Let me join others in thanking the President of the General Assembly for convening this important debate to reflect on how to strategically move forward in ensuring full enjoyment of human rights and how this contributes to peace, security and development.
Allow me also to thank previous speakers, including the High-level delegates whose invaluable contributions enabled us to share useful lessons. Today’s high-level debate is indeed of crucial importance if we are to nurture stable and peaceful societies. In this respect, our views are in line with the concept note that clearly highlights the intrinsic nexus between Peace, Security and Development as key pre-requisites to the attainment and safeguarding of sustainable development.
This debate is therefore timely as we mark this triple milestone; the 70th anniversary of the creation of the UN, the 50th anniversary of the international human rights covenants as well as the 30th anniversary of the Declaration on the Right to Development. However, it is not enough to make this statement if abject poverty, serious human rights violations, deprivation and exclusion continue to be reported in many countries around the world while international responses appear to be inefficient.
We believe that respect for human rights, freedoms, and the rule of law are essential elements in fostering inclusive societies, which is one of the key pillars to warrant sustainable peace and development as outlined in the 2030 Agenda.
In this context, Rwanda reaffirms its strong commitment to the promotion and protection of all human rights and fundamental freedoms for all our citizens and beyond and has vowed to address special needs of vulnerable groups namely children, youth, women, genocide survivors, people with disabilities and the elderly by putting in place inclusive, representative and responsive institutions.
For Rwanda to build a resilient state and a peaceful society sustainably from a failed state while ensuring that no one was left behind, the promotion and respect of human rights and of the socio economic wellbeing and capabilities of all citizens irrespective of class, gender, ethnic origin or religion emerged as an urgent imperative to embrace in the immediate aftermath of the 1994 genocide against the Tutsi.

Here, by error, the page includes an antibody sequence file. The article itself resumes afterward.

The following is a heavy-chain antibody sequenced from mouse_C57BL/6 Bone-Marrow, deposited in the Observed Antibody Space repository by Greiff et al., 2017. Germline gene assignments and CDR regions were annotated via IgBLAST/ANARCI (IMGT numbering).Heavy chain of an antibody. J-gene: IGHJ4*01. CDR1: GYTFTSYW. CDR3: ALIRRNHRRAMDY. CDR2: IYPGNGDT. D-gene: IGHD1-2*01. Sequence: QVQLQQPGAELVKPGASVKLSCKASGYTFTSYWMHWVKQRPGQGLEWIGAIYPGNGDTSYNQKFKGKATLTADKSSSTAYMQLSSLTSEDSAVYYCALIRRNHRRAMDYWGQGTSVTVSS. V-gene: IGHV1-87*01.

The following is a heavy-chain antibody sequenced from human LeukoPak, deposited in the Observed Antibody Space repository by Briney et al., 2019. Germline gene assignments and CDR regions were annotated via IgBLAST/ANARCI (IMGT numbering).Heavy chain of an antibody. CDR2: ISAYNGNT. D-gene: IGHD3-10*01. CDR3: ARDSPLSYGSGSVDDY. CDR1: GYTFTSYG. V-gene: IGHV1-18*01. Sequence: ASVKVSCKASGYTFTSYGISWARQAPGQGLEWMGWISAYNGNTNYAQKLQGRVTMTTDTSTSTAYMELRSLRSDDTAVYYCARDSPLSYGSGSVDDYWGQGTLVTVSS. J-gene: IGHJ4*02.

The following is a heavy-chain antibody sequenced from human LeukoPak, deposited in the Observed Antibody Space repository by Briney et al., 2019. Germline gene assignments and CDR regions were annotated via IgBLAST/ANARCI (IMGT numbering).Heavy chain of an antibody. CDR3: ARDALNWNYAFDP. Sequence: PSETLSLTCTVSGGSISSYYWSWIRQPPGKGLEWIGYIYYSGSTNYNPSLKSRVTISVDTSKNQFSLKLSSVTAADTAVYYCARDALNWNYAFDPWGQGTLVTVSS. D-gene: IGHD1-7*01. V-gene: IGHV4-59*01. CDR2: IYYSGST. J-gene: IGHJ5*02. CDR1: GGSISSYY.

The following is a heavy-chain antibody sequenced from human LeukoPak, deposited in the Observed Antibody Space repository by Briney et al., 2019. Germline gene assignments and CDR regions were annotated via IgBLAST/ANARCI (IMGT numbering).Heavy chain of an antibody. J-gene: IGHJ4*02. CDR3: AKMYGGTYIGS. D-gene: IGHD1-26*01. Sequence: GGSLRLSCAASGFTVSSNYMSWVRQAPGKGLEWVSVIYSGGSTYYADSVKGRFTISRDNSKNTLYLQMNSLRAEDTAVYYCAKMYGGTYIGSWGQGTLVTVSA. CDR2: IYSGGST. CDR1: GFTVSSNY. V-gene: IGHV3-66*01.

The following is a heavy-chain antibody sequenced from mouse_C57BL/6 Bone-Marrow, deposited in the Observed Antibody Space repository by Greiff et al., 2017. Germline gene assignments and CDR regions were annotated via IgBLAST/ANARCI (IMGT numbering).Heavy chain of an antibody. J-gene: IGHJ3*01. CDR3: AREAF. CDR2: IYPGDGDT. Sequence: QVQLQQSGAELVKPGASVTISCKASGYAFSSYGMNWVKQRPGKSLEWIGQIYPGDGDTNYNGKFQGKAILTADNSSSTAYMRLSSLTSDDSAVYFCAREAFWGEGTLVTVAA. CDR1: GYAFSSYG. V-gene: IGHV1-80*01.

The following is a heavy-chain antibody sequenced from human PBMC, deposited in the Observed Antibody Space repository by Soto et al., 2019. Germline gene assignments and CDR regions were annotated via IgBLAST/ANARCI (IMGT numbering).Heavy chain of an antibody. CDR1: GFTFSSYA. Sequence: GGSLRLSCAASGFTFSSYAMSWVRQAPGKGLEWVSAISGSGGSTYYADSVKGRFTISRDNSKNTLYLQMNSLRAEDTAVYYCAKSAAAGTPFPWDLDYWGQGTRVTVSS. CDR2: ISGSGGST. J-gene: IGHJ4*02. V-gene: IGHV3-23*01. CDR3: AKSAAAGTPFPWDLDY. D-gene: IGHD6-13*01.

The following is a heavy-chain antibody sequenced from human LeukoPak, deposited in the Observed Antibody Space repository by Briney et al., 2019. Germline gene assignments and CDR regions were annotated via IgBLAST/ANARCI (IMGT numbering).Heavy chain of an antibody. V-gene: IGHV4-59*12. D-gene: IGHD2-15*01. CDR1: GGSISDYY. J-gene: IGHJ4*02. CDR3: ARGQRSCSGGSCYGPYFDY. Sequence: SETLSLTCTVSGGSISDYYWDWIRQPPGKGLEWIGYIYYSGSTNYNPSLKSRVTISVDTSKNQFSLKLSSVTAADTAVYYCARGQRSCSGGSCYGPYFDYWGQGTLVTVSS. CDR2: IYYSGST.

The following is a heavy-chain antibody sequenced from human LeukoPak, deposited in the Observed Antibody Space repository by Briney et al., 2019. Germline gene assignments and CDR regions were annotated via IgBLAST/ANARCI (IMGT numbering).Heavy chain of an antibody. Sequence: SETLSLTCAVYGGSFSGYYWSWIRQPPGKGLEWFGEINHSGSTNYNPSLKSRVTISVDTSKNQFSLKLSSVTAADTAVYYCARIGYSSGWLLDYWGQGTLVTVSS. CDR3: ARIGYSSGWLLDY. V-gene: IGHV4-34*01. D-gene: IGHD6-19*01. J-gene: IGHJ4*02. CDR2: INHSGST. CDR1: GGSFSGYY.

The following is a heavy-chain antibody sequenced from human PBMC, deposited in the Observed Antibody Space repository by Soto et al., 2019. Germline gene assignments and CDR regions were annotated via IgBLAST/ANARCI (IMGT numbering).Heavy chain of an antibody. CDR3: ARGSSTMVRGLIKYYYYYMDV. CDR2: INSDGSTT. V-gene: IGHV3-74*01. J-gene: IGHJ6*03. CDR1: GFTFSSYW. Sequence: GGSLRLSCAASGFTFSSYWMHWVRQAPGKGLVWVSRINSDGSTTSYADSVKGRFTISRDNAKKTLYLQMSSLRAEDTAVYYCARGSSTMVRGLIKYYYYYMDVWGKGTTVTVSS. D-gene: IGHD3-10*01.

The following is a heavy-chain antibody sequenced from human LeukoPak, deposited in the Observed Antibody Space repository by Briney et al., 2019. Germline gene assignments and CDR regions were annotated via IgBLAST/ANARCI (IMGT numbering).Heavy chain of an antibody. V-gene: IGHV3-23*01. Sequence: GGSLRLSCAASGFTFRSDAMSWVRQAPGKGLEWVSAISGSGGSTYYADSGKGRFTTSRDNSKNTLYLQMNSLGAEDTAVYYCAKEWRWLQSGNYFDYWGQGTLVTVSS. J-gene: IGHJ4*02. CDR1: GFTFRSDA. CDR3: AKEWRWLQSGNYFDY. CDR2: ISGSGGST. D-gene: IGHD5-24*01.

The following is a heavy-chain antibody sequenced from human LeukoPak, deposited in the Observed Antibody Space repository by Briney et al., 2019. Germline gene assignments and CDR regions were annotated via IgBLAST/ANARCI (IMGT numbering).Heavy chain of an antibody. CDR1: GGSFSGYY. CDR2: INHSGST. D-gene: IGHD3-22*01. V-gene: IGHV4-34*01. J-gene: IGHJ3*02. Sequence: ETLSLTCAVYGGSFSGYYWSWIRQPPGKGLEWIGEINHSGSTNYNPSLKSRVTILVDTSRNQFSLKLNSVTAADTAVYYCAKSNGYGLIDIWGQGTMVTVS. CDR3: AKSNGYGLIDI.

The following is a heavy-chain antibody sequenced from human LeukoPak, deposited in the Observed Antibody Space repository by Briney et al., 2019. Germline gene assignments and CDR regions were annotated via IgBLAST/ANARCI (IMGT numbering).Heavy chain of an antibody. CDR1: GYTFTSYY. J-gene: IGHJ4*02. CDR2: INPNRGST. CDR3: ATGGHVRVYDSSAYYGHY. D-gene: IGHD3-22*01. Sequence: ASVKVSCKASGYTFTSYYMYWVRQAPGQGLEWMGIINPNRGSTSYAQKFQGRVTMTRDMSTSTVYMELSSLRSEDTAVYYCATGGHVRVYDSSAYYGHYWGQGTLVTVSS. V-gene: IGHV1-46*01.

Central to overcoming all hurdles associated with our tragic encounters were also accountability mechanisms put in place to tackle all inequalities depriving people from leading a dignified life. In addition, ensuring participation and empowering citizens to shape their development, monitor and review their progress enabled them to take informed decisions that impacted their lives positively. Finally, the development of appropriate mechanisms to build community capacity for citizens to identify, assess and assert their priorities in local development planning and to hold their leaders to account served as a corrective measure while engaging in on-going consultations related to peace and security was rather preventive.
This dual approach giving a platform to citizens was sustained through a strong commitment to the rule of law, human rights, transparency, participation, inclusion and democratic governance to foster unity and reconciliation and the promotion of social cohesion as well as of sound economic institutions that support the private, public, and civil-society sectors in a productive and balanced manner.
At the same time, we also put in place, as a matter of priority, legal and policy frameworks and institutional mechanisms to facilitate the process of gender equality and empowerment of women. These laws, policies and mechanisms are translated into projects and programs to make sure that both, our men and women, boys and girls benefit and enjoy their rights equally.
In that experience, we have learnt how inclusion of previously marginalized population, including women and youth has not only strengthened our governance structures, but also been essential in furthering reconciliation and promoting opportunities for positive change towards peace. In addition, inclusion has been our cornerstone strategy in building consensus and has led us to a common and shared vision of a prosperous and peaceful Rwanda.
We therefore believe that each legal and policy making process should put people at the center and make sure their human rights are respected and recognized regardless of their race, gender, status, country of origin among other things.
Like many others who shelter refugees, we are also alarmed by increasing acts of racial discrimination, violence and abuse, including those directed towards migrants, refugees, women and girls, but also men and children living in vulnerable humanitarian settings. After all, human lives matter before human rights, and when we talk of rights, we must ensure that lives are protected and preserved.
In closing, let me draw from our experience once again to commend initiated collaborations done at different levels through multi-stakeholders partnerships particularly between non state actors, national human rights institutions and our government that were instrumental in tracking down and empowering the marginalized to know their rights and to seek redress when they are violated.
I thank you